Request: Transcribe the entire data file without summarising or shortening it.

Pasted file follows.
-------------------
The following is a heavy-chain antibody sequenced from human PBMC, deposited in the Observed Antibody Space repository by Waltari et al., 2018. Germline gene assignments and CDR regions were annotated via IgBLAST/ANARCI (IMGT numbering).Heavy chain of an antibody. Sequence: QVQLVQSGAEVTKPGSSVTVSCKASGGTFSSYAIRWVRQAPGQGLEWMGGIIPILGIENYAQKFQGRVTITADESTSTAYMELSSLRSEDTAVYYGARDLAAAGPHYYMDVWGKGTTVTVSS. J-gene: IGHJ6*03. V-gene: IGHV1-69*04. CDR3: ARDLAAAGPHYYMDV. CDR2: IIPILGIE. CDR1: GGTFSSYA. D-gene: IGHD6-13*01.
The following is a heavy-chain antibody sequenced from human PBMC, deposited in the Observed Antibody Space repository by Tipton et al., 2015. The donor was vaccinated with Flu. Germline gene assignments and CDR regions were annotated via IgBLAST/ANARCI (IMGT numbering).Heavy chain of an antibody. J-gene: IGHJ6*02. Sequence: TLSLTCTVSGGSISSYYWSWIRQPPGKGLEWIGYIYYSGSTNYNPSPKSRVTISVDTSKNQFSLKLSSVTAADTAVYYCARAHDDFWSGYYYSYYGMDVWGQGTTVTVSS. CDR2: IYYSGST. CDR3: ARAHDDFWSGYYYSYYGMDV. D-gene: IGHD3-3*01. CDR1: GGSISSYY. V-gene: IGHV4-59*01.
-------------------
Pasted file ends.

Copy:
The following is a heavy-chain antibody sequenced from human PBMC, deposited in the Observed Antibody Space repository by Waltari et al., 2018. Germline gene assignments and CDR regions were annotated via IgBLAST/ANARCI (IMGT numbering).Heavy chain of an antibody. Sequence: QVQLVQSGAEVTKPGSSVTVSCKASGGTFSSYAIRWVRQAPGQGLEWMGGIIPILGIENYAQKFQGRVTITADESTSTAYMELSSLRSEDTAVYYGARDLAAAGPHYYMDVWGKGTTVTVSS. J-gene: IGHJ6*03. V-gene: IGHV1-69*04. CDR3: ARDLAAAGPHYYMDV. CDR2: IIPILGIE. CDR1: GGTFSSYA. D-gene: IGHD6-13*01.
The following is a heavy-chain antibody sequenced from human PBMC, deposited in the Observed Antibody Space repository by Tipton et al., 2015. The donor was vaccinated with Flu. Germline gene assignments and CDR regions were annotated via IgBLAST/ANARCI (IMGT numbering).Heavy chain of an antibody. J-gene: IGHJ6*02. Sequence: TLSLTCTVSGGSISSYYWSWIRQPPGKGLEWIGYIYYSGSTNYNPSPKSRVTISVDTSKNQFSLKLSSVTAADTAVYYCARAHDDFWSGYYYSYYGMDVWGQGTTVTVSS. CDR2: IYYSGST. CDR3: ARAHDDFWSGYYYSYYGMDV. D-gene: IGHD3-3*01. CDR1: GGSISSYY. V-gene: IGHV4-59*01.